Where Do We Go From Here?

There are indications, given both the 80-year and 180-year cycles, that the sun will be much less active over coming decades. The majority of solar cycle methods suggest the next cycle will be less than the last one, which itself was 20 percent less than the prior cycles. NASA (Hathaway), based on the observed slowing of the sun’s plasma flow, predicts that cycle 25, which peaks in 2022, could be the quietest in centuries. Remember that quiet cycles are cool cycles.

Also, the Pacific Decadal Oscillation increasingly shows signs of descending back into its cold mode. This, too, should result in global cooling. The Atlantic may have another decade to go before it cools again.

These three factors suggest a cooling is about to begin. In fact, there are a number of measures, such as ocean heat content (which has not increased in the last 4 years), satellite-derived atmospheric temperatures, and ocean and land temperatures, which are all showing a cooling period over the last 5 to 8 years. It is possible either 1998 or 2001 will end up being the peak of this current warm cycle.

Before the next assessment, the world may be taking note of the cooling or the cessation of the warming. I suppose the UN and the alarmist scientists and environmental groups will claim credit for stopping the disaster just in time.

Lost in all of this is the fact that we have had an optimum climate the last 30 years – with warmer temperatures, more rainfall, and increased CO2 – that has enabled us to grow more food in more places, and consume less energy than had the cold weather of the 60s and 70s persisted. Descending back into a little Ice Age has far greater negative consequences than a slow and relative minor warming. Crop failures and famines are more common due to dryness and cold, and the world would consume more energy for heating. We may look back at the late 20th and early 21st centuries as the golden years.

Future generations will shake their heads over how we failed to recognize a good thing when we had it and how science was hijacked by politics, environmentalism, and greed. We would be better off spending all our dollars and efforts on maximizing energy sources, new and old, than trying to eliminate a gas that does far more good than harm.

Sources:

(1) Jaworowski, Z., M.D., Ph.D., D.Sc., 2007: CO2: The Greatest Scientific Scandal of Our Time, EIOC Science and Beck, E.-G., 2007. “180 Years of CO2 gas analysis by chemical meth- Indermuhle, A. et al., 1999. “Holocene carbon-cycle dynamics based on ods.” Energy & Environment, in press, pp. 1-17.

(2) Segalstad, T.V., printed in Bate, R. (Ed.): “Global Warming: The Continuing Debate", European Science and Environment Forum (ESEF), Cambridge, England (ISBN 0-9527734-2-2), pages 184-219, 1998.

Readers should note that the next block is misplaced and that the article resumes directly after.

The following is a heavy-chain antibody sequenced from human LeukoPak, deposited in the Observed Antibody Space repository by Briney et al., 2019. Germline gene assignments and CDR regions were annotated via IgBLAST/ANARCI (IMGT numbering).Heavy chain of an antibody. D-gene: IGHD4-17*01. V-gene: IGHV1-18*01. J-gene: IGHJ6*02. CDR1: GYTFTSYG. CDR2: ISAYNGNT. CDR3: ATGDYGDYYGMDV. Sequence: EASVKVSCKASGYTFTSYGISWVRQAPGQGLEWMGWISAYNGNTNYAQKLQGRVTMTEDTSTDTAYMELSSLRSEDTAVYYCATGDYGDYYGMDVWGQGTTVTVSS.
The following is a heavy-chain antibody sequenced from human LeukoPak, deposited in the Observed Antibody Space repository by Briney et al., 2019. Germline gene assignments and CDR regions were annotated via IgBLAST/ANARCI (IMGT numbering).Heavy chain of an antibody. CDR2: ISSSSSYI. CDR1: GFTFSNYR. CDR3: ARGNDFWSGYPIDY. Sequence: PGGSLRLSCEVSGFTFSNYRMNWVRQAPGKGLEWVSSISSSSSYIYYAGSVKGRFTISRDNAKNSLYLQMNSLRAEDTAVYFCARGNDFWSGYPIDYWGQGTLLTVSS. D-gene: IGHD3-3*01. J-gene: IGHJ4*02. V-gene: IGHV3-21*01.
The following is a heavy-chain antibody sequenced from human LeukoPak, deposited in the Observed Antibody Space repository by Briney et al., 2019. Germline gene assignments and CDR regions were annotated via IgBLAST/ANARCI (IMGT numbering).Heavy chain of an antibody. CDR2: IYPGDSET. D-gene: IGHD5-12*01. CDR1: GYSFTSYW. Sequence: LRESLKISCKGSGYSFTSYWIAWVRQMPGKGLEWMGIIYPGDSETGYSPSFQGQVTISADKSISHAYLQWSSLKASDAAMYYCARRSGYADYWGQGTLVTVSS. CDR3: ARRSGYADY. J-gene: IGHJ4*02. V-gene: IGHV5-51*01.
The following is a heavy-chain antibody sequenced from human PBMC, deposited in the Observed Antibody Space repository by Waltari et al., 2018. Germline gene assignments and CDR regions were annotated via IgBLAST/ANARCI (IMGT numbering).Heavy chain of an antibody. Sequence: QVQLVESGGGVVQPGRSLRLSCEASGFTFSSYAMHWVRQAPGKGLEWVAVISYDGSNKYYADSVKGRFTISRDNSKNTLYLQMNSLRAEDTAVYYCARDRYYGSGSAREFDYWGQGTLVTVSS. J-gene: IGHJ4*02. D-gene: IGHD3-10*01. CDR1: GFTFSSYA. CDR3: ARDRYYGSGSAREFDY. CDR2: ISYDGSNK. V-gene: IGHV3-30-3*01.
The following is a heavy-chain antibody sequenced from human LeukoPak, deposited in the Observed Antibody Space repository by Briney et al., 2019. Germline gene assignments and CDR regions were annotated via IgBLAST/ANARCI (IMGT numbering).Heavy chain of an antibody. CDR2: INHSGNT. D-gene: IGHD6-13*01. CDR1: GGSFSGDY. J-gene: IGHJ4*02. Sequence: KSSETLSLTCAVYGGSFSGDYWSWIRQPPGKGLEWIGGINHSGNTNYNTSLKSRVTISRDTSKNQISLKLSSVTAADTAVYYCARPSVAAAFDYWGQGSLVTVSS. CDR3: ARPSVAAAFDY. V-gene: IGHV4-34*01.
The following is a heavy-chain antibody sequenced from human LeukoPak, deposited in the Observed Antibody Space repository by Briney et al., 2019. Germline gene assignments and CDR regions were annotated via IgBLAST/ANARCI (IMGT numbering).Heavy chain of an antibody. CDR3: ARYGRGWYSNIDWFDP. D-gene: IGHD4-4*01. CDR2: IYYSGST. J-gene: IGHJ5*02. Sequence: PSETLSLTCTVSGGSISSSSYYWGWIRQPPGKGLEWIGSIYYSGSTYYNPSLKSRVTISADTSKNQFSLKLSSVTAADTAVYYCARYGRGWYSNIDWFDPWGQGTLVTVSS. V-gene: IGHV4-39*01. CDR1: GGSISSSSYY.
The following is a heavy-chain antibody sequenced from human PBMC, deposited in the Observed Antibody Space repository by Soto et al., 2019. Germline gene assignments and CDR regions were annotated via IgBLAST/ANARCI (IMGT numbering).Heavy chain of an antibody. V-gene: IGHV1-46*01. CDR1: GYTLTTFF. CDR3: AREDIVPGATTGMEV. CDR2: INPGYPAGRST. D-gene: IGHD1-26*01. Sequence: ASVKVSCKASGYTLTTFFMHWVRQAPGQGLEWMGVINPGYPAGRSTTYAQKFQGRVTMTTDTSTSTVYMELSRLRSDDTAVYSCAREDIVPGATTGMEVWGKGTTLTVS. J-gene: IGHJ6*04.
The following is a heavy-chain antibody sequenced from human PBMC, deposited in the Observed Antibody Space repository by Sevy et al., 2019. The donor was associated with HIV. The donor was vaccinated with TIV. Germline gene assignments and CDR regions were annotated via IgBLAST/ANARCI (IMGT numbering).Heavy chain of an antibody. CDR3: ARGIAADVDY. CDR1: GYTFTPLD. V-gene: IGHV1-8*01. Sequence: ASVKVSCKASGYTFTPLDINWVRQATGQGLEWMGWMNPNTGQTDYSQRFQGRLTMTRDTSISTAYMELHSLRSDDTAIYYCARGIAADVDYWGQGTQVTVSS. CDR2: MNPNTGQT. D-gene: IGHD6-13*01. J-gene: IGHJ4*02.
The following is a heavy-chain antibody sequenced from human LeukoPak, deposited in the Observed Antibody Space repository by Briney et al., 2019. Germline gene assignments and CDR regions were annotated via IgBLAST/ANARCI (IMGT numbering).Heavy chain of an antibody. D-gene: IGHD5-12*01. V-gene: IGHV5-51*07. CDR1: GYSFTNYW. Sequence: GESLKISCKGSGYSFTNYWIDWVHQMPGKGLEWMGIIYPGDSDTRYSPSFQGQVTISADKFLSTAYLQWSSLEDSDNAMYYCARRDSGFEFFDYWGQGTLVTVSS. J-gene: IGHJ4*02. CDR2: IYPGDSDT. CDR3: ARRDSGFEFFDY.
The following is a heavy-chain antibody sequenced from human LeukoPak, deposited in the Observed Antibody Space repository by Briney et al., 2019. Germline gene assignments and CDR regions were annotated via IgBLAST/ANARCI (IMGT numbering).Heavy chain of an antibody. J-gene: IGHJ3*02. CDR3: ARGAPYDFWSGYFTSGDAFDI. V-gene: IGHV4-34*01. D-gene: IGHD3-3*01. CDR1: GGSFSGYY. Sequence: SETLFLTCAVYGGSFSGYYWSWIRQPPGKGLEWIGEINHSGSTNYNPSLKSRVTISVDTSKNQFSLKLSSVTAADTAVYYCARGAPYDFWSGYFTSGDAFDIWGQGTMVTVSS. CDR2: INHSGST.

(3) Baldwin, M.P., Dunkerton, T.J.. (2004). The solar cycle and stratospheric-tropospheric dynamical coupling, JAS 2004

(4) Labitzke, K., (2001). The global signal of the 11-year sunspot cycle in the stratosphere. Differences between solar maxima and minima, Meteorol. Zeitschift, 10, 83–90.

(5) Shindell, D.T., D. Rind, N. Balachandran, J. Lean, and P. Lonergan, (1999). Solar cycle variability, ozone, and climate, Science, 284, 305–308

(6) Svenmark, H, Friis-Christensen, E.. (1997). Variation of cosmic ray flux and global cloud cover- a missing link in solar -climate relationships, Journal of Atmospheric and Solar-Terrestrial Physics, 59, pp 1125-32

(7) Shaviv, N. J., ( 2005). "On Climate Response to Changes in the Cosmic Ray Flux and Radiative Budget", JGR-Space, vol. 110, A08105.’

(8) Wang, Y.M., J.L. Lean, and N.R. Sheeley, (2005). Modeling the sun's magnetic field and irradiance since 1713. Astrophysical Journal, 625, 522-538

(9) Scafetta, N., West, B.J. (2006). Phenomenological Solar Signature in 400 years of Reconstructed Northern Hemisphere Temperature Record”, GRL.

(10) Soon, W., (2006). "Variable Solar Irradiance as a Plausible Agent for Multidecadal Variations in the Arctic-Wide Surface Air Temperature Record of the Past 130 years " GRL, vol 32

 

 Joseph D’Aleo has over 35 years experience in professional meteorology. He was the first Director of Meteorology and co-founder of the cable TV Weather Channel. Mr. D’Aleo was Chief Meteorologist at Weather Services International Corporation and Senior Editor for WSI’s popular Intellicast.com web site. He is a former college professor of Meteorology at Lyndon State College. He is the author of a Resource Guide on El Nino and La Nina. Mr. D’Aleo has frequently written about and made presentations on how research into ENSO and other atmospheric and oceanic phenomena has made skillful seasonal forecasts possible as well as the roles cycles in the sun and oceans have played in climate change. He is currently Executive Director of the International Climate and Environmental Change Assessment Project.